battlefields. Life would tower up like a great flame. By faith we
reached forward to that. The vision grew more splendid as it grew
more metaphorical. And the price one paid for that; one gave sham
dignities, false honour, a Levitical righteousness, immediate
peace, one bartered kings and churches for God.... He looked at
the mean, poverty-struck room, he marked the dinginess and
tawdriness of its detail and all the sordid evidences of
ungracious bargaining and grudging service in its appointments.
For all his life now he would have to live in such rooms. He who
had been one of the lucky ones.... Well, men were living in
dug-outs and dying gaily in muddy trenches, they had given limbs
and lives, eyes and the joy of movement, prosperity and pride,
for a smaller cause and a feebler assurance than this that he had


Presently his thoughts were brought back to his family by the
sounds of Eleanor's return. He heard her key in the outer door;
he heard her move about in the hall and then slip lightly up to
bed. He did not go out to speak to her, and she did not note the
light under his door.

He would talk to her later when this discovery of her own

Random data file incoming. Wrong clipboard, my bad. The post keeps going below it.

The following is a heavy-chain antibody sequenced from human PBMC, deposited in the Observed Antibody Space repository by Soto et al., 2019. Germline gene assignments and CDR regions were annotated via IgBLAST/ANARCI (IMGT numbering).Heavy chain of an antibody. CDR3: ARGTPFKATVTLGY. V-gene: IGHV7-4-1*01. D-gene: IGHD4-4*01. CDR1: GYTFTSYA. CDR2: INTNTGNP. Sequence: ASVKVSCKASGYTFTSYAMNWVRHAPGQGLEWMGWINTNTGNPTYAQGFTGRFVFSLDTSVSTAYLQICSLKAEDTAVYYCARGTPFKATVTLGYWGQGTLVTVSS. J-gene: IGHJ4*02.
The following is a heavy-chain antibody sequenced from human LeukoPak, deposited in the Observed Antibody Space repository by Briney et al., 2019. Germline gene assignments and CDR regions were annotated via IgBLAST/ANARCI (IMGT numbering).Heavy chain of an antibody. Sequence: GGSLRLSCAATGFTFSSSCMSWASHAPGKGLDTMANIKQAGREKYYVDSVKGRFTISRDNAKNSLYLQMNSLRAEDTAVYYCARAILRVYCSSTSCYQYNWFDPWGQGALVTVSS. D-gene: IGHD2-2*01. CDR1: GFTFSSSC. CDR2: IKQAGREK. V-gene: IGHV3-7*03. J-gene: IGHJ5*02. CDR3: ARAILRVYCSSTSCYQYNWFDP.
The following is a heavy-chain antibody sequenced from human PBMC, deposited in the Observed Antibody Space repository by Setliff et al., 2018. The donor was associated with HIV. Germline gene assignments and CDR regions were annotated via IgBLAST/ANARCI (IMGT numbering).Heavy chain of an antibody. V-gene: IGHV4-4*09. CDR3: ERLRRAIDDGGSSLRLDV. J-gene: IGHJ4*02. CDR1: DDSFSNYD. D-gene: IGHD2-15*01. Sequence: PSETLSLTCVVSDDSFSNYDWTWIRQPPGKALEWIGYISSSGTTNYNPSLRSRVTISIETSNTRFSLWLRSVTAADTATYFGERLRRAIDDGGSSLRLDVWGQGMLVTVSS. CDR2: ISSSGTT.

emotions no longer dominated her mind. He recalled her departing
figure and how she had walked, touching and looking up to her
young mate, and he a little leaning to her....

"God bless them and save them," he said....

He thought of her sisters. They had said but little to his
clumsy explanations. He thought of the years and experience that
they must needs pass through before they could think the fulness
of his present thoughts, and so he tempered his disappointment.
They were a gallant group, he felt. He had to thank Ella and good
fortune that so they were. There was Clementina with her odd
quick combatant sharpness, a harder being than Eleanor, but
nevertheless a finespirited and even more independent. There was
Miriam, indefatigably kind. Phoebe too had a real passion of the
intellect and Daphne an innate disposition to service. But it was
strange how they had taken his proclamation of a conclusive
breach with the church as though it was a command they must, at
least outwardly, obey. He had expected them to be more deeply
shocked; he had thought he would have to argue against objections
and convert them to his views. Their acquiescence was strange.
They were content he should think all this great issue out and
give his results to them. And his wife, well as he knew her, had
surprised him. He thought of her words: "Whither thou goest--"

He was dissatisfied with this unconditional agreement. Why
could not his wife meet God as he had met God? Why must Miriam
put the fantastic question--as though it was not for her to